Even if it’s the biggest firm of Silicon Valley, Apple is not immune to government probes. The latest launch of the tech giant, Apple Music, a paid subscription service, is being thoroughly investigated for conniving with or pressuring other music companies to get a better market.
As soon as Apple Music was rolled out, attorneys Eric T. Schneiderman and George Jepsen started investigating negotiations Apple had with other music labels like Spotify and Pandora, for withdrawing their “freemium” service.
A freemium service typically involves no paid subscription, and it is mainly run through advertising money. The service no doubt makes it free to listen to music, but the ads are often tiring. On the other hand, Apple Music provides more sophisticated offerings and is completely free from ads, but the user needs to pay a subscription fee in order to avail the service.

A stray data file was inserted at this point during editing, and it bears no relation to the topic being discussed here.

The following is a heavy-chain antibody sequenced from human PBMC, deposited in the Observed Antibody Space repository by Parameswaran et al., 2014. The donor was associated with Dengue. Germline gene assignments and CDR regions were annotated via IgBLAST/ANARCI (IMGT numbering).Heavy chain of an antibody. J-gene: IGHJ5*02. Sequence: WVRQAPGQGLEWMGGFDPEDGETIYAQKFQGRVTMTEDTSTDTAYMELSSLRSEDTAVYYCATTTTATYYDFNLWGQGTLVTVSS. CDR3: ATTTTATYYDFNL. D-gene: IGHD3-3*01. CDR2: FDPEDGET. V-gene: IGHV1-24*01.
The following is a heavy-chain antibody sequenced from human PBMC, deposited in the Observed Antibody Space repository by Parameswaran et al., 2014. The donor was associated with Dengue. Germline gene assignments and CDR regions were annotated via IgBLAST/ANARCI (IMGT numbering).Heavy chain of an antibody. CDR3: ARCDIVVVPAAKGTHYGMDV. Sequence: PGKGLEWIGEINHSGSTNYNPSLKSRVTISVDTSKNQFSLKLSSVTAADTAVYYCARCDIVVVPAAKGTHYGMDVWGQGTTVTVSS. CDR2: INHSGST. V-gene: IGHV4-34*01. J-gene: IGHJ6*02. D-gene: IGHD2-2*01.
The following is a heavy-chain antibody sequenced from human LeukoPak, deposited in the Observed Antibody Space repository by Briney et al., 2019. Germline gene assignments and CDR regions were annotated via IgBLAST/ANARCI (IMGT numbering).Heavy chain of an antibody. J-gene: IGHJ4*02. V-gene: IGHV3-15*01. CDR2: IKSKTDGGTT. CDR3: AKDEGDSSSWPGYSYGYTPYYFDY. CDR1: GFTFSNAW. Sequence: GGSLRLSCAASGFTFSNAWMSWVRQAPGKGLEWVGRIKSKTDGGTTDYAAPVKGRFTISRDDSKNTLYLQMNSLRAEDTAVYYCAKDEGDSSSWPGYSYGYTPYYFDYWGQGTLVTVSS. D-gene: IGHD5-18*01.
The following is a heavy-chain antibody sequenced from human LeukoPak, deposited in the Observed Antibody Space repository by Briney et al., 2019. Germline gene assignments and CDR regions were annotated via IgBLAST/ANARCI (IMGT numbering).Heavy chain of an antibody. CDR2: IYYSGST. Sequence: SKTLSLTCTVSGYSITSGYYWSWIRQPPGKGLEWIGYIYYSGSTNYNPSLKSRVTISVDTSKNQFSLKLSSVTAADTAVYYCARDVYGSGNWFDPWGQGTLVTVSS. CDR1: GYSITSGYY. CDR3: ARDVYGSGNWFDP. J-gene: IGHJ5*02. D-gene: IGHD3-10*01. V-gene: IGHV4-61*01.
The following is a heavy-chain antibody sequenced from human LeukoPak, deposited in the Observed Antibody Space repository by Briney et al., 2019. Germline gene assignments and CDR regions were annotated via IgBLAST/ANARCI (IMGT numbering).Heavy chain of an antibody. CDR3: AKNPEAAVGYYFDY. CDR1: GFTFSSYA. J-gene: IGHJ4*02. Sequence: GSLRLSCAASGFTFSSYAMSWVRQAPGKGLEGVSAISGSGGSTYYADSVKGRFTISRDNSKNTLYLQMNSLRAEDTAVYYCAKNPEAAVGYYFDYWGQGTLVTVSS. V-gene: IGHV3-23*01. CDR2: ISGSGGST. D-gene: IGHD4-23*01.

Discontinuation of free services is sure to compel users to opt for paid online music streaming services instead of letting the user choose the one most suitable. This can indeed make an effective strategy for Apple to grab the market quickly as they will be offering the service at a comparatively lower cost through their own app store.
The investigation has been initiated to highlight if there has been any anti-competitive conduct in the music streaming industry to give Apple a free market.
On Tuesday, Universal Music Group has confirmed that it is cooperating in the industry-wide investigation regarding anti-trust conducts or collusion in the music streaming industry to ensure that the industry enjoys a healthy growth.
This incident of Apple Music being investigated in two states is not the first time the firm has faced collusion and antitrust actions from the government. In 2013, the company was sued by 33 states including New York and Connecticut for antitrust violation. In the same year, it was also accused of anticompetitive sales strategies for pushing iPhone into the market.